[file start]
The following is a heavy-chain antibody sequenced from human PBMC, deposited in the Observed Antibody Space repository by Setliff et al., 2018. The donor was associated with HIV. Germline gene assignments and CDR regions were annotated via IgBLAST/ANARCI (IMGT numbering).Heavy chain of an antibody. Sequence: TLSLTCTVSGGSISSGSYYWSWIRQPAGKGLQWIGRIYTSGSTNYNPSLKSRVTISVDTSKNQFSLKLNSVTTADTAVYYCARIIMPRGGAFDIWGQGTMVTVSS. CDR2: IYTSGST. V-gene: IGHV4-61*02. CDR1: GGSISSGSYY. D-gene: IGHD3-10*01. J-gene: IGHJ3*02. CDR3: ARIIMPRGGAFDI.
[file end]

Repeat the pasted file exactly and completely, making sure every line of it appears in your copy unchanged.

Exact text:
The following is a heavy-chain antibody sequenced from human PBMC, deposited in the Observed Antibody Space repository by Setliff et al., 2018. The donor was associated with HIV. Germline gene assignments and CDR regions were annotated via IgBLAST/ANARCI (IMGT numbering).Heavy chain of an antibody. Sequence: TLSLTCTVSGGSISSGSYYWSWIRQPAGKGLQWIGRIYTSGSTNYNPSLKSRVTISVDTSKNQFSLKLNSVTTADTAVYYCARIIMPRGGAFDIWGQGTMVTVSS. CDR2: IYTSGST. V-gene: IGHV4-61*02. CDR1: GGSISSGSYY. D-gene: IGHD3-10*01. J-gene: IGHJ3*02. CDR3: ARIIMPRGGAFDI.